Liam Moriarty

Reporter/Producer

Liam Moriarty has been covering news in the Pacific Northwest for more than 20 years. He's reported on a wide range of topics – including politics, the environment, business, social issues and more – for newspapers, magazines, public radio and the web.  Liam was JPR News Director from 2002 to 2005, reporting and producing the Jefferson Daily regional news magazine. After covering the environment in Seattle, then reporting on European issues from France, he's returned to JPR, turning his talents to covering the stories that are important to the people of this very special region.

Liam Moriarty/JPR

The recent election saw California and three other states join Oregon, Washington, Colorado and Alaska in legalizing recreational use of marijuana. Four more states voted for medical cannabis, as well.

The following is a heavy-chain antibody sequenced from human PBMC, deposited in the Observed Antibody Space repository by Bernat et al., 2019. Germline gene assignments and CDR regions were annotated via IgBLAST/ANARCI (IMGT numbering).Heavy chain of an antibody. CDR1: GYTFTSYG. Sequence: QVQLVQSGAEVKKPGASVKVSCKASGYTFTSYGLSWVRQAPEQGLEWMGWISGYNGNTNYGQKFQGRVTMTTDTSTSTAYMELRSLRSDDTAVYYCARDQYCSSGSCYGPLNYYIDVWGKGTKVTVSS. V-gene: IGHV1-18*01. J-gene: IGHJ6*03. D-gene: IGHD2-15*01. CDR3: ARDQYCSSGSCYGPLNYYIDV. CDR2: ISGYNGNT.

But the burgeoning cannabis industry has relied on an Obama Administration policy of tolerating state laws that regulate a drug that’s still federally illegal. With a new administration taking over in Washington DC, what does this mean for legal pot?

JPR News

After serving less than half of his four-year term as Jackson County Sheriff, Corey Falls has announced his plans to resign at the end of the year.

The Siskiyou/Moro Campaign/JPArt

Former Ashland mayor Alan DeBoer has won a slim victory over Rogue Valley Transit District chair Tonia Moro.  Republican Deboer held on to a 50-49 percent lead -- just over 500 votes -- over his Democratic rival in the race for Oregon's 3rd Senate seat.